Celebrated every year on the first of August, Lughnasadh is one of the four major festivals of the ancient Irish world, along with Samhain, Imbolc, and Beltane. These festivals served as important markers of seasonal changes and yearly milestones in the daily lives of the ancient Celts - in the case of Lughnasadh, a celebration of the first harvest. They’re mentioned in Irish myths, heroic texts, pseudohistorical accounts, and historic records. And festivities related to these festivals, or at least likely descended from them, continue to this day.

Keep reading

#FolkloreThursday: Prince Swan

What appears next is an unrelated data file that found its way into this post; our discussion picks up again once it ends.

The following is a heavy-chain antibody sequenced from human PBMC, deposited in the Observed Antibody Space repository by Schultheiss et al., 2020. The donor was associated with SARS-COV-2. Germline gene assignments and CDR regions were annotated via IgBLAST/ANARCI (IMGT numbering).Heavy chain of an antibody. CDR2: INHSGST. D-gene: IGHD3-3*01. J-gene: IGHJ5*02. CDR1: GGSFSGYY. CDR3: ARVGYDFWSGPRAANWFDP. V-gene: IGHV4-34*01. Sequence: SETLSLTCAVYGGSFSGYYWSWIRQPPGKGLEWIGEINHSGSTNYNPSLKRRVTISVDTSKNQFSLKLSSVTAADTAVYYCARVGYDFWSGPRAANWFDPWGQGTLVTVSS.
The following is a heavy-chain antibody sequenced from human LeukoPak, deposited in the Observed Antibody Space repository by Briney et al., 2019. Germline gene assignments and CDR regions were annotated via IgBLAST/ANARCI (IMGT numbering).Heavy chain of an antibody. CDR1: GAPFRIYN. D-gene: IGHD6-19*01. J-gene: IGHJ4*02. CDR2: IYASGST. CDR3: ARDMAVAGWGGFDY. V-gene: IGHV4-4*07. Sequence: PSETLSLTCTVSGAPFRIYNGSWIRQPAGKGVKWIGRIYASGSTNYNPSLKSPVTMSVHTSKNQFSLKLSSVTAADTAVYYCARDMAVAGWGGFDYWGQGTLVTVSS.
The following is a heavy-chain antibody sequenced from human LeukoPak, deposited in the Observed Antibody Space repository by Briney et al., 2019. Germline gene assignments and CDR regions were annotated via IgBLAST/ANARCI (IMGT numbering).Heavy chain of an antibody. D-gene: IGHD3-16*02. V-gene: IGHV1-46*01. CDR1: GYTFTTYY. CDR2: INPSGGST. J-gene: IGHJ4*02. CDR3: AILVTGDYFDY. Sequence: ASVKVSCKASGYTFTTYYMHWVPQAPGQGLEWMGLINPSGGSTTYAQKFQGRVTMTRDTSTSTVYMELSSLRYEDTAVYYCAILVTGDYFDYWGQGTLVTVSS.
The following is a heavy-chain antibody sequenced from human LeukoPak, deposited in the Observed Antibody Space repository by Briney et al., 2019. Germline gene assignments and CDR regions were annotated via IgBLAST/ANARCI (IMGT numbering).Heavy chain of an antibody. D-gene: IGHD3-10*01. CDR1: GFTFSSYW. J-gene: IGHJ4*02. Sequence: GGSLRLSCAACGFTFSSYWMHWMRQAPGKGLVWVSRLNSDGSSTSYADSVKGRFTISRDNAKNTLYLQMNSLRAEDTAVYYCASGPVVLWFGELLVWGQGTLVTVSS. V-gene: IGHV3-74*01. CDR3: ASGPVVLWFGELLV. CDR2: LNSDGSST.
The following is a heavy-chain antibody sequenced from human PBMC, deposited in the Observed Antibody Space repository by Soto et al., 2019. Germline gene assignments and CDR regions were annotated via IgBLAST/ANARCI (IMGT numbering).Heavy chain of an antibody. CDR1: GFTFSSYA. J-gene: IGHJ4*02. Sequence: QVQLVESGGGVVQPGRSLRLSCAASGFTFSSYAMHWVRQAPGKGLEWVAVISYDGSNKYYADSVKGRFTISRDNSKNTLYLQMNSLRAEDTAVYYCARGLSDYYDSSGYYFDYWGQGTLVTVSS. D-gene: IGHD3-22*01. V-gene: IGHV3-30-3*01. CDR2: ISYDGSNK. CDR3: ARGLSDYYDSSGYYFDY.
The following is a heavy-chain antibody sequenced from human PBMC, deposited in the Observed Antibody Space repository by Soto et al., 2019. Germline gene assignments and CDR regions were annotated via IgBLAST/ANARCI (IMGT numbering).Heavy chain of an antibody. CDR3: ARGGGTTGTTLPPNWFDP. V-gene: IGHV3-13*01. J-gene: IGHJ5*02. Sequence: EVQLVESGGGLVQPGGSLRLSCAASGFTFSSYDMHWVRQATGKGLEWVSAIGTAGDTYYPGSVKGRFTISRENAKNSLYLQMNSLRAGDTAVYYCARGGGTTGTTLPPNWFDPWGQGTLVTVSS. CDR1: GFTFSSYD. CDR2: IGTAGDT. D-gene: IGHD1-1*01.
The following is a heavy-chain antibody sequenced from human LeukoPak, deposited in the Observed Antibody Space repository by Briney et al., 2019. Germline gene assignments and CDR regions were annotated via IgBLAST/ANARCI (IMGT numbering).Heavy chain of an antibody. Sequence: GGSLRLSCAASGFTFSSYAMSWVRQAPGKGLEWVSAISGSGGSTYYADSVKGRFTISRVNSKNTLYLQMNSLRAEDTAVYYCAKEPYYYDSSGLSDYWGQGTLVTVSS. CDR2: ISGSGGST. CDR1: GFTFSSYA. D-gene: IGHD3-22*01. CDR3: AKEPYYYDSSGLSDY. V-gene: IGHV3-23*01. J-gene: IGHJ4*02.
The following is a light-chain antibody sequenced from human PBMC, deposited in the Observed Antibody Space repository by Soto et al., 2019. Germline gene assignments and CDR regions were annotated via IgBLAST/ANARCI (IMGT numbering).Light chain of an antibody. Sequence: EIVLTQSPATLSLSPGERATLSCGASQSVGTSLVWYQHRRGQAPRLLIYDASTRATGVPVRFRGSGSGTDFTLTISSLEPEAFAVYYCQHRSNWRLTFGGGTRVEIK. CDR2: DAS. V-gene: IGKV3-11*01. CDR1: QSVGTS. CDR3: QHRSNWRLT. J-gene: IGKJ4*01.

There was once a maiden all alone in the middle of a large forest. Suddenly, a swan came flying up to her. It had a ball of yarn and said: “I’m not a swan. I’m an enchanted prince, and if you unravel the yarn to which I’m attached, then I’ll be released from a spell. But take care that you don’t break it in two. Otherwise, I won’t be able to return to my kingdom and won’t be saved. If you unravel the yarn, you’ll become my bride.”

External image

External image

External image

Suggested Adaptations:

Wilderhark Tales: The Swan Prince (The Wilderhark Tales) (Volume 1)

Grimm, Jacob; Grimm, Wilhelm (2014-10-19). The Original Folk and Fairy Tales of the Brothers Grimm: The Complete First Edition (p. 194). Princeton University Press. Kindle Edition. 


Чумацька пісня – DakhaBrakha